31. Sato S, Imamura H, Ueki K, et al. Epidemiological survey of vegetative state patients in the Tokohu district, Japan: special reference to the follow up study after one year. Neurol Med Chir (Tokyo) 1979; 8: 327–33.

32. Choi SC, Muizeilaar P, Barnes TY, Marmarou A, Brooks DM, Young HF. Prediction tree for severely head-injued patients. J Neurosurg 1991; 75: 251–5.

33. Day L. Persistent vegetative state: important considerations for neuroscience nurse. J Neurosci Nursing 1996; 28: 199–203.

34. Jones R, Hux K, Morton-Anderson A, Knepper L. Auditory stimulation effect on a comatose survivor of traumatic brain injury. Arch Phys Med Rehabil 1994; 75: 164–71.

35. Zafonte RD, Lexell J, Cullen N. Possible applications for dopaminergic agents following traumatic brain injury, 2. J Head Trauma Rehabil 2001; 16: 112–6.

36. O’Dell MW, Jasin P, Lyons N, Stivers M, Meszaros F. Standardized assessment instruments for minimally responsive brain injury patients. NeuroRehabilitation 1996; 6: 45–55.

37. Piguet O, King AC, Harrison DP. Assessment of minimally responsive patients: clinical difficulties of single-case design. Brain Inj 1999; 13: 829–37.

38. Wilson SL, Gill-Thwaites H. Early indication of emergence from vegetative state derived from assessment with the SMART: a preliminary report. Brain Inj 2000; 14: 319–31.

39. Andrews K. International Working Party on the management of the vegetative state: summary report. Brain Inj 1996; 10: 797–806.

40. DeLisa JA, Martin GM, Currie DM. Rehabilitation medicine: past, present, and future. In: DeLisa JA, editor. Rehabilitation medicine: principles and practice. Philadelphia: Lippincott, 1993: 3–27.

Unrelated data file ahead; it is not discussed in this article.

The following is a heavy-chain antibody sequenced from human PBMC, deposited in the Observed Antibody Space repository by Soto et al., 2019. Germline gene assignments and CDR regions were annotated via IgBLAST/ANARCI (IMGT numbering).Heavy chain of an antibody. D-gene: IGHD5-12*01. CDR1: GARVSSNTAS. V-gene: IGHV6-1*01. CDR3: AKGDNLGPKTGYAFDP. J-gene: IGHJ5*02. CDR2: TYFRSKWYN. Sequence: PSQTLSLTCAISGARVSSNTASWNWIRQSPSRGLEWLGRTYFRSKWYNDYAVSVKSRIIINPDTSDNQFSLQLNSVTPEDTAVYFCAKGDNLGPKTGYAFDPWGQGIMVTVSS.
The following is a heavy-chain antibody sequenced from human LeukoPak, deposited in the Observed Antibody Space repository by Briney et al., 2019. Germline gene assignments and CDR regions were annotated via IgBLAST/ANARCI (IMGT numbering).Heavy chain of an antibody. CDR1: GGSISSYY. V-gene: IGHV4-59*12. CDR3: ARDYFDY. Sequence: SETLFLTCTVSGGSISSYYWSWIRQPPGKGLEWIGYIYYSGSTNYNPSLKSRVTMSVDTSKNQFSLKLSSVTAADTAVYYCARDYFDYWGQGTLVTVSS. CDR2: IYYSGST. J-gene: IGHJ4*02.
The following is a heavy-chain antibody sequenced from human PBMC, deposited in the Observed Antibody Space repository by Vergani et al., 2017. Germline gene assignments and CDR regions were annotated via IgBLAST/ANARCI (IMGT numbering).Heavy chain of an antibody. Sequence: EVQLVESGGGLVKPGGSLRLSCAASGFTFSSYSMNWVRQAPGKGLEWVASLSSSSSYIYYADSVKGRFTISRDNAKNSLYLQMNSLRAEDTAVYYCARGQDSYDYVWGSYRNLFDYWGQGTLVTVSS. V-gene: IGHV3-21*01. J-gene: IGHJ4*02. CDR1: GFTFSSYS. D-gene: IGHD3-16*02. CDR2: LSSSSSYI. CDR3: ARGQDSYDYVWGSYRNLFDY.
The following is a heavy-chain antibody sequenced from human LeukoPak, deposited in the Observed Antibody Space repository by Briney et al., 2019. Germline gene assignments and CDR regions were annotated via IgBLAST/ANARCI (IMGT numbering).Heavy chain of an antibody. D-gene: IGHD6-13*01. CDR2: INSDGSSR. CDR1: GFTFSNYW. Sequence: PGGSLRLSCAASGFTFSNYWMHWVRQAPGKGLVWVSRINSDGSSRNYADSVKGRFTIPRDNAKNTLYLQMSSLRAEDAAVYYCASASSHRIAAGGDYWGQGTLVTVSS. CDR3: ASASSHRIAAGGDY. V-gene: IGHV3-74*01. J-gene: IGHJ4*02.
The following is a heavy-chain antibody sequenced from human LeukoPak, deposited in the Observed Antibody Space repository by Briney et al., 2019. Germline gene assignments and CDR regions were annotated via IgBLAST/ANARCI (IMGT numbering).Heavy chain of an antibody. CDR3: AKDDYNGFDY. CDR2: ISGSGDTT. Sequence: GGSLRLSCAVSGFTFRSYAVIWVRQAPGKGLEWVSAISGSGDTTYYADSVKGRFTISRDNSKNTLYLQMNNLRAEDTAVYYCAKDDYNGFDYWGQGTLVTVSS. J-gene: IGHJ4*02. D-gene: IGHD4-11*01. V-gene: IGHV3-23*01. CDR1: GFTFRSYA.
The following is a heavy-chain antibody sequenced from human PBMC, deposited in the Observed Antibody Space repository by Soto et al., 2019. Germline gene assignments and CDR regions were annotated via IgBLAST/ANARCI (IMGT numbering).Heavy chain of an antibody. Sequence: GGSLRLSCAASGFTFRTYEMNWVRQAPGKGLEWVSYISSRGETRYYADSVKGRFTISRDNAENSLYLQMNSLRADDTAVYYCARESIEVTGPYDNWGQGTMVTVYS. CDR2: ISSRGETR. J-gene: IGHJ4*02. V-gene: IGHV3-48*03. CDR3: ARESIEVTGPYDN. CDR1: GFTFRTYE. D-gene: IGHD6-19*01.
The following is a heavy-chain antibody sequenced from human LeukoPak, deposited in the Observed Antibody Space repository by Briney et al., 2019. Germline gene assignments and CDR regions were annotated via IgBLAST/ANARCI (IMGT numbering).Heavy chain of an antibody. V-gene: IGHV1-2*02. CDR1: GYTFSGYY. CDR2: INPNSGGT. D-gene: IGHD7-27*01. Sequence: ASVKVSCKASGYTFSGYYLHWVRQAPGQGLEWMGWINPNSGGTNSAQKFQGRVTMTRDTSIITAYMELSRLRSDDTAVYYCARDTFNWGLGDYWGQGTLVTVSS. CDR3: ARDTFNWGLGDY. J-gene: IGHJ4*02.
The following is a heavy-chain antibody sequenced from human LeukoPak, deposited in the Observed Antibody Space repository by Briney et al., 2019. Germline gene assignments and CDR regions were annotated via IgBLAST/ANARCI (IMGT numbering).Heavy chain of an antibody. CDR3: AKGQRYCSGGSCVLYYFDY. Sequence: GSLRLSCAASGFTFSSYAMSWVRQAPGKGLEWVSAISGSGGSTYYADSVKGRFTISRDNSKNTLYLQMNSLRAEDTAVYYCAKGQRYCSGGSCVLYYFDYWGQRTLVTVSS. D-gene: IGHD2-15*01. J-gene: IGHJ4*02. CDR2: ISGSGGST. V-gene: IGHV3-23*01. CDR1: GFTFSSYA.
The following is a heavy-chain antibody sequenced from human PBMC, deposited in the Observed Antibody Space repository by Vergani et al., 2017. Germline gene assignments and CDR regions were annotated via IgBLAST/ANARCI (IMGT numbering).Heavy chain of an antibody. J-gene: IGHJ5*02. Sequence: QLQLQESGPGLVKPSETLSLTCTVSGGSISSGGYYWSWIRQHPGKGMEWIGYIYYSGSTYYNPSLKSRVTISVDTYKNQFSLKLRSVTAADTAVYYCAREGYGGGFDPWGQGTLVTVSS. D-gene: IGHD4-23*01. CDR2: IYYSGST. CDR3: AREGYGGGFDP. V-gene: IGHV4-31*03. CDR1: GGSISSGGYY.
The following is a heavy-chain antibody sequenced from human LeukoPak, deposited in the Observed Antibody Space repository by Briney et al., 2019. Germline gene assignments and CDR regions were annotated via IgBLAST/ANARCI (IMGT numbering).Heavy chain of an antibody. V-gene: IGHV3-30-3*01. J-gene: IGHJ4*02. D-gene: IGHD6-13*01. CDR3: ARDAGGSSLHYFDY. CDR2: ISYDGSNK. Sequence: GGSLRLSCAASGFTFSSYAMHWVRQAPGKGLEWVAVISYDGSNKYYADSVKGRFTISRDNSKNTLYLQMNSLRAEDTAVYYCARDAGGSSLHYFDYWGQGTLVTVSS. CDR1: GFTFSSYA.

41. Shiel A, Wilson BA. Assessment after extremely severe head injury a case of life or death: further support for McMillan. Brain Inj 1998; 12: 809–16.

42. Pilon M, Sullivan SJ. Motor profile of patients in minimally responsive and persistent vegetative states. Brain Inj 1996; 10: 421–37.

43. American Congress of Rehabilitation Medicine. Recommendations for use of uniform nomenclature pertinent to patients with severe alterations in consciousness. Arch Phys Med Rehabil 1995; 76: 205–9.

44. Childs NL, Mercer WN, Childs HW. Accuracy of diagnosis of persistent vegetative state. Neurology 1993; 43: 1465–7.

45. Malec JF. Ethical conflict resolution based on an ethics of relationships for brain injury rehabilitation. Brain Inj 1996; 10: 781–95.

46. Groswasser Z, Cohen M, Costeff H. Rehabilitation outcomes after anoxic brain damage. Arch Phys Med Rehabil 1989; 70: 186–8.

47. Ansell BJ. Slow-to-recover brain injury patients: improvement to rehabilitation readiness. J Head Trauma Rehabil 1993; 8: 88–98.

48. McLean SAM. Legal and ethical aspects of the vegetative state. J Clin Pathol 1999; 52: 490–3.

49. Multi-Society Task Force on PVS. Medical aspects of persistent vegetative state, 2. N Engl J Med 1994; 330: 1572–9.

50. Stern JM, Groswasser Z, Alis R, Geva N. Day center experience in rehabilitation of craniocerebral injured patients. Scand J Rehabil Med Suppl 1985; 12: 53–8.

51. Danja JD. Ethics, fraud, and the misallocation of rehabilitation resources. J Head Trauma Rehabil 1992; 7: 114–6.

< div class='tao-gold-member'>

Jul 31, 2016 | Posted by in NEUROLOGY | Comments Off on Minimal Response Syndrome
Premium Wordpress Themes by UFO Themes